The Indigenous arts and cultures of the Native peoples of the United States are strong and thriving, despite the invisibility and stereotypical misrepresentations that prevail across the country. The Native Arts and Cultures Foundation expresses sincere appreciation to our friends, artists, and communities for continually inspiring us and working together to advance Native truth and knowledge. We could not do our work without continued support and encouragement from the donors and foundations who have made NACF possible. We are deeply grateful!
During 2019, we reflected on our past ten years and engaged in the Wakanim Journey, our strategic planning process, while also continuing important programming. We learned of the extraordinary growth many artists and communities have experienced as a result of our awards.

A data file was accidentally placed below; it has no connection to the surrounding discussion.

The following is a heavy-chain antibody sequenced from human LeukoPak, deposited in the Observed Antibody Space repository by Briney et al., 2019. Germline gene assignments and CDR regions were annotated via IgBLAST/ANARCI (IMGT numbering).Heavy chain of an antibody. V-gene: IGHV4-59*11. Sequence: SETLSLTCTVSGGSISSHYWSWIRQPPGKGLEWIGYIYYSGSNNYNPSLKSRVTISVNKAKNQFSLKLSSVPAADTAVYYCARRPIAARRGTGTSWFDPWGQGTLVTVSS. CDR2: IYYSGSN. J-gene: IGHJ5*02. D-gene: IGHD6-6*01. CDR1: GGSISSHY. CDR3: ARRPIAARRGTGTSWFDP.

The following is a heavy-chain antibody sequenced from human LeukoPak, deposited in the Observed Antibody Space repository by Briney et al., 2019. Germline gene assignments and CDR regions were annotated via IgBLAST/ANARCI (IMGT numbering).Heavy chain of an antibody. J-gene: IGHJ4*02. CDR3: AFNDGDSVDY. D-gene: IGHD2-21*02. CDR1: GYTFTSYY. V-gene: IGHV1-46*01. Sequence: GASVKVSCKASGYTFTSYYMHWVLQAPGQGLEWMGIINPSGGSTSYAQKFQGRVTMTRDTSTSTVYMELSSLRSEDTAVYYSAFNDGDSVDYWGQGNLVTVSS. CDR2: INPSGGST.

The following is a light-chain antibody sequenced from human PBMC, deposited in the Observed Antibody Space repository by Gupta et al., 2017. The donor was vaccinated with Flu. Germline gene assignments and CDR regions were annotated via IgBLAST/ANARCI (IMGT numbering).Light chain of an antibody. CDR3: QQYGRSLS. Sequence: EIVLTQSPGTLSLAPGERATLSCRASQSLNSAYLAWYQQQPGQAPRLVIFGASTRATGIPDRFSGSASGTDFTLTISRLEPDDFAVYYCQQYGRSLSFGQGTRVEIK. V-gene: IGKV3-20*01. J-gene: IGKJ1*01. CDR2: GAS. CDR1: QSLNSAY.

We have worked with the Confederated Tribes of Grand Ronde, the Burns Paiute Tribe, the Klamath Tribes, and the Confederated Tribes of Warm Springs through our Native Nation Partnerships programming in 2019. One of these projects, the Language Arts and Culture Movement, provided several opportunities for community engagement with activities designed to create awareness about language among the Yakima, Confederated Tribes of Warm Springs, and Umatilla tribes.
Last year marked NACF’s tenth anniversary since we opened our doors, a year of reflection, and a time to review our work. 2020 will continue our anniversary as it is the ten-year mark from our first year of programming, which began in 2010.
We thank you for your support and look forward to deepening relationships and fostering new collaborations.
Me ka mahalo nui (with deep gratitude),
Lulani Arquette (Native Hawaiian)
Native Arts and Cultures Foundation, President/CEO